As insulin pumps become more widely used the cost of those pumps is denying access to health care to many people. Not just people in third world countries but people in Western European countries. So why not build our own? It really is just a pump. Asking that question I found this paper, from NZ authors, in the US NIH web site:
So far as I can see it does include data to their CAD information, but I’ve never done any 3D printing and my knowledge of 2023 DIY PCB options is very limited. The link is from 2022.
This seems to tie in quite well with OpenAPS and I thought other people (including Dana Lewis) were working on this, but I’m not so sure. It’s not wearable; there’s a paper on the IEEE web site claiming to be doing wearable 3D-printed pumps but it’s profession-walled (you have to be a professional engineer to access it, and pay the IEEE more than you already do) and, quite frankly, the summary struck me as BS (unlike the paper I referenced).
This will happen; 3D printing is too good for it not to happen and too many of us are diabetic hacking mentats to stop it working despite inaccuracies in pump delivery systems (does anyone out there think a pump is accurate…).
In a tangential story, it appears that amazon briefly offered an “insuline” pump for $999 – who knows how real and/or the quality (ha!) of this, but the potential is there. (I am not sure if this link will work – I’ve linked to Scott Hanselman’s Facebook page – he is a T1 Microsoft guy who I follow)
Alas “page not found”, but I no longer have an FB login. Back in the day it was possible to do a web search (after the “web” was created in the late nineties) for words that had specific meanings for specific people, “phlugh”, “xyzzy” (the latter still does get a correct reference from that online encyclopedia that I am not allowed to quote). These days “insuline”, having passed the exam for clicking on the “yep, that’s what I said and that’s what I meant” link, gives me marketing for something else, without the ‘e’.
Electro-mechanical systems are my profession, just not in the pump area, so I’ve often thought about a DIY solution, especially back in ~2016 when options were limited. The 3d printing is trivial. Even if you’re not comfortable using a Prusa, etc, you could outsource to Protolabs or Shapeways pretty affordably. The bluetooth interface is also pretty easy; there are plenty of off the shelf microcontrollers that would fit the build.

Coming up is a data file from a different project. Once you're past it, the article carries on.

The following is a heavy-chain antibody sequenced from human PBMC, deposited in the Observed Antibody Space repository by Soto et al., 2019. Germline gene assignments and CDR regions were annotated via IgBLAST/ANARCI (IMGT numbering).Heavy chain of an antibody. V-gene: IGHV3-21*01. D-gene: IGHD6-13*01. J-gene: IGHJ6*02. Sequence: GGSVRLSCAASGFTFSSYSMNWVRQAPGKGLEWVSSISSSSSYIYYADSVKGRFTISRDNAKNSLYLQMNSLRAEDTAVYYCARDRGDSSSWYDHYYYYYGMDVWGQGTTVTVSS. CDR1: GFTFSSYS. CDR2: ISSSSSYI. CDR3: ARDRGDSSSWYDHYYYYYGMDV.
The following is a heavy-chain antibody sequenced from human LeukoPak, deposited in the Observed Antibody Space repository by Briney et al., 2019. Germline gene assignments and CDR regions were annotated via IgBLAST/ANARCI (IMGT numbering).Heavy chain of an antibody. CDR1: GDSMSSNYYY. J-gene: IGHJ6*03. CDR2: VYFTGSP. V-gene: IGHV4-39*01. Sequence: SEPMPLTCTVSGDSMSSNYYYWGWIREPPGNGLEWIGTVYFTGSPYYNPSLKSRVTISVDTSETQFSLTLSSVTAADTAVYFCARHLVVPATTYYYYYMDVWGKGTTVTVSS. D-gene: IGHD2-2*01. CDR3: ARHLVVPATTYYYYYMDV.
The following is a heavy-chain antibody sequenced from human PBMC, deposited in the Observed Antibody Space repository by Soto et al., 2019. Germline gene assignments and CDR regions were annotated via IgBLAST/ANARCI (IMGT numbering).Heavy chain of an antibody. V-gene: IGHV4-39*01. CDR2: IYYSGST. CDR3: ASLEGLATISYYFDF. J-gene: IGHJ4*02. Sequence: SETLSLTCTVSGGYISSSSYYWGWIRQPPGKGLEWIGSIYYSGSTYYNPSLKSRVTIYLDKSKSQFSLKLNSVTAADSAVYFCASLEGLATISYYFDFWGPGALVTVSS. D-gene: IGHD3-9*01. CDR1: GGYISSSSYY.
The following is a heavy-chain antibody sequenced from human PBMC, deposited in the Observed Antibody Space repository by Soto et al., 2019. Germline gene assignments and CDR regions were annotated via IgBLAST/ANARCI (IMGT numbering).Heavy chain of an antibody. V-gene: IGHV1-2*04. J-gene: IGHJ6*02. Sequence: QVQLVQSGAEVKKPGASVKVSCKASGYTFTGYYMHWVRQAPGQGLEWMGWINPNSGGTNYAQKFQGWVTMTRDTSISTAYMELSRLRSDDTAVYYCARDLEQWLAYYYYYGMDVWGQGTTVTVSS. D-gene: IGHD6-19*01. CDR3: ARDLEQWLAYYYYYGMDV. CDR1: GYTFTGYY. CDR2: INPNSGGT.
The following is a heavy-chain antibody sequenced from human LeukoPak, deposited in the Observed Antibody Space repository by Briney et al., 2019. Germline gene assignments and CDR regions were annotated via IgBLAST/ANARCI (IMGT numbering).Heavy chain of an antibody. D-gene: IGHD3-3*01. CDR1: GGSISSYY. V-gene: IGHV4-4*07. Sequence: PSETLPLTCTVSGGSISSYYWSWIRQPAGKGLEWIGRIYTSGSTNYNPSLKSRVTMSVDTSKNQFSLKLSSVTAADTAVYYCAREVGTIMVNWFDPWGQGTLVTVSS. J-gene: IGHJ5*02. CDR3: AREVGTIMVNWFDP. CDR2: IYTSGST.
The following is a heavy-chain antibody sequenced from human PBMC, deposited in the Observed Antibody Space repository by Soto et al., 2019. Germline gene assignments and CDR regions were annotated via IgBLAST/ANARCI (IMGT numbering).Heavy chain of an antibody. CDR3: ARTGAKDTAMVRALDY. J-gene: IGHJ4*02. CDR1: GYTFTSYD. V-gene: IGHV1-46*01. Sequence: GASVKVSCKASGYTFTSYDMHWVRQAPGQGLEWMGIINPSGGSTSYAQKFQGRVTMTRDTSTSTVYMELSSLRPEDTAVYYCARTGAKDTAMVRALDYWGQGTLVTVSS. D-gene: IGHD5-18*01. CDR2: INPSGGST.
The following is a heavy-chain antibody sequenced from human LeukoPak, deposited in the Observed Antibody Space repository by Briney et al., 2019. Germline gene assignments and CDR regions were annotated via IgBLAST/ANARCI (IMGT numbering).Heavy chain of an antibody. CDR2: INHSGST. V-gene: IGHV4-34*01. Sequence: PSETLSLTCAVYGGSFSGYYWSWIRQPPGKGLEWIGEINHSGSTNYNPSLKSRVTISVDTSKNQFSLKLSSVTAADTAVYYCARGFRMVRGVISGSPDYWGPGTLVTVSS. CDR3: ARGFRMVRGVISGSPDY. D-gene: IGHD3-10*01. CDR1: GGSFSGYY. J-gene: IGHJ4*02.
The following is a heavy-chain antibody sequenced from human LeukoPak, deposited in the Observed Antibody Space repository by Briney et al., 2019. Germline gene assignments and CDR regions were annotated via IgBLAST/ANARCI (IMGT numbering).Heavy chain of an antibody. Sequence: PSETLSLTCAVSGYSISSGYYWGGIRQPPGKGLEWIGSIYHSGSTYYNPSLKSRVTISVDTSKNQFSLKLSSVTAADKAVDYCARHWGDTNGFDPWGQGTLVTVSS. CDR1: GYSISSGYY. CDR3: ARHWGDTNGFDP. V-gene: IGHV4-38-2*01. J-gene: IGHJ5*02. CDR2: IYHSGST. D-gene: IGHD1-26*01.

The part that held me up was sourcing a reliable, accurate motor and controller that would interface with off the shelf infusion sets and robustly mount to the casing. I couldn’t see a way to get a motor I wouldn’t spend all day second guessing. The important part is when you press the insulin button on your phone you are sure exactly that much comes out (need accuracy to 5 uL after all). Ideally you’d have the supplier give you data to prove its reliability. Briefly thought about asking the Animas people what they used after the J&J shutdown, but it didn’t work out. I see the paper tested a motor from China, but I’d need to see an entire paper devoted to testing the motor alone, including data like MTBF and operating limits, etc. (I mean they devote nearly as many words to setting the time and date as motor selection.)
IMO with the release of SOOIL and Dash pumps, there isn’t a big reason to make your own, outside of the cost. But by the time you DIY correctly it won’t be much cheaper.